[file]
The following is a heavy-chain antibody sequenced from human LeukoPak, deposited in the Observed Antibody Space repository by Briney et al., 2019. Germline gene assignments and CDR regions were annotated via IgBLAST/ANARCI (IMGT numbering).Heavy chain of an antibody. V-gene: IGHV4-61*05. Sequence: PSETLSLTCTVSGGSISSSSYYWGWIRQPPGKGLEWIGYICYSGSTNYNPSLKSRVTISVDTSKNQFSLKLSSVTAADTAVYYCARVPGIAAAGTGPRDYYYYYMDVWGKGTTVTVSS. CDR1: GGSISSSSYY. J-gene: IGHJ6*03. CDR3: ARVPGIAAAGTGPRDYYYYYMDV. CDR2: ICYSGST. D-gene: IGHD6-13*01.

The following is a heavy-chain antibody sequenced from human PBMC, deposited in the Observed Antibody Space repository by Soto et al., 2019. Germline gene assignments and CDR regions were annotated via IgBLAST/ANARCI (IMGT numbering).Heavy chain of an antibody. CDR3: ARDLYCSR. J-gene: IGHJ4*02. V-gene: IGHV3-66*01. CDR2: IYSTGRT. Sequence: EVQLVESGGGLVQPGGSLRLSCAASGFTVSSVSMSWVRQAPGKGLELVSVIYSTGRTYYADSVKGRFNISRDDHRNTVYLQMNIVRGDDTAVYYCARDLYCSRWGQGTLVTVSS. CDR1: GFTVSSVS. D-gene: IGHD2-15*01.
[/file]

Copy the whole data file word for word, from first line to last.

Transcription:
The following is a heavy-chain antibody sequenced from human LeukoPak, deposited in the Observed Antibody Space repository by Briney et al., 2019. Germline gene assignments and CDR regions were annotated via IgBLAST/ANARCI (IMGT numbering).Heavy chain of an antibody. V-gene: IGHV4-61*05. Sequence: PSETLSLTCTVSGGSISSSSYYWGWIRQPPGKGLEWIGYICYSGSTNYNPSLKSRVTISVDTSKNQFSLKLSSVTAADTAVYYCARVPGIAAAGTGPRDYYYYYMDVWGKGTTVTVSS. CDR1: GGSISSSSYY. J-gene: IGHJ6*03. CDR3: ARVPGIAAAGTGPRDYYYYYMDV. CDR2: ICYSGST. D-gene: IGHD6-13*01.

The following is a heavy-chain antibody sequenced from human PBMC, deposited in the Observed Antibody Space repository by Soto et al., 2019. Germline gene assignments and CDR regions were annotated via IgBLAST/ANARCI (IMGT numbering).Heavy chain of an antibody. CDR3: ARDLYCSR. J-gene: IGHJ4*02. V-gene: IGHV3-66*01. CDR2: IYSTGRT. Sequence: EVQLVESGGGLVQPGGSLRLSCAASGFTVSSVSMSWVRQAPGKGLELVSVIYSTGRTYYADSVKGRFNISRDDHRNTVYLQMNIVRGDDTAVYYCARDLYCSRWGQGTLVTVSS. CDR1: GFTVSSVS. D-gene: IGHD2-15*01.